Exfoliated cells from uterine sarcomas can be detected in cervico-vaginal smears, however, the frequency is relatively low which can go undetected because of limited sampling and cytomorphologic overlap with other entities creating interpretation pitfalls even after careful examination.

Although a definite diagnosis of uterine sarcoma cannot be made on cervico-vaginal smears, a diagnosis of uterine sarcoma should be kept in mind whenever cells with unusual cytologic features are detected on smears.

Thus, familiarity with these entities is useful when unusual tumor morphology is encountered. Recognition of these rare tumors in routine cervical screening may help decrease the potential for misinterpretation and allow for more appropriate patient management.

Financial support and sponsorship

Nil.

Conflicts of interest

There are no conflicts of interest.



 
   References Top

1.
Zaloudek C, Norris HJ. Mesenchymal tumors of the uterus. In: Kurman RJ, editor. Blaustein's Pathology of the Female Genital Tract. 4th ed. Berlin: Springer Verlag; 1994. p. 487-520.  Back to cited text no. 1
    
2.
Massoni EA, Hajdu SI. Cytology of primary and metastatic uterine sarcomas. Acta Cytol 1984;28:93-100.  Back to cited text no. 2
    
3.
Mehta SP, Patel TS, Jana T, Samanta ST, Malvania R, Trivedi PP, et al. How useful are cervical Pap smears in detecting endometrial carcinomas? A tertiary cancer center experience. Diagn Cytopathol 2021;49:127-31.  Back to cited text no. 3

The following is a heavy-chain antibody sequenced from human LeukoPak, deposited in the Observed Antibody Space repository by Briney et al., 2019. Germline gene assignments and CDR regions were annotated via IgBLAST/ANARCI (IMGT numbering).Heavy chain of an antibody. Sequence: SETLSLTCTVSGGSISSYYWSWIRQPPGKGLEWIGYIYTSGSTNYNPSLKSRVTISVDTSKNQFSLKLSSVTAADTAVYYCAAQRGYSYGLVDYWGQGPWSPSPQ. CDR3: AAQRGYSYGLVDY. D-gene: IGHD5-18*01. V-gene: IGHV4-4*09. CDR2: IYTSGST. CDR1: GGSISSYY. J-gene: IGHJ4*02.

4.
Guidos BJ, Selvaggi SM. Detection of endometrial adenocarcinoma with the ThinPrep Pap test. Diagn Cytopathol 2000;23:260-5.  Back to cited text no. 4
    
5.
Ito E, Saito T, Suzuki T, Fujii M, Kudo R. Cytology of vaginal and uterine sarcomas. Acta Cytol 2004;48:601-7.  Back to cited text no. 5
    
6.
Wang X, Khoo US, Xue WC, Cheung AN. Cervical and peritoneal fluid cytology of uterine sarcomas. Acta Cytol 2002;46:465-9.  Back to cited text no. 6
    
7.
Gockley AA, Rauh-Hain JA, del Carmen MG. Uterine leiomyosarcoma: A review article. Int J Gynecol Cancer 2014;24:1538-42.  Back to cited text no. 7
    

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Correspondence Address:
Dr. Priyanka Uttam
Department of Pathology and lab medicine, AIIMS Raipur, Gate no.5, GE road, Tatibandh, Raipur (Chhattisgarh) - 492 099
India
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Source of Support: None, Conflict of Interest: None


DOI: 10.4103/joc.joc_165_21

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    Figures

  [Figure 1], [Figure 2], [Figure 3]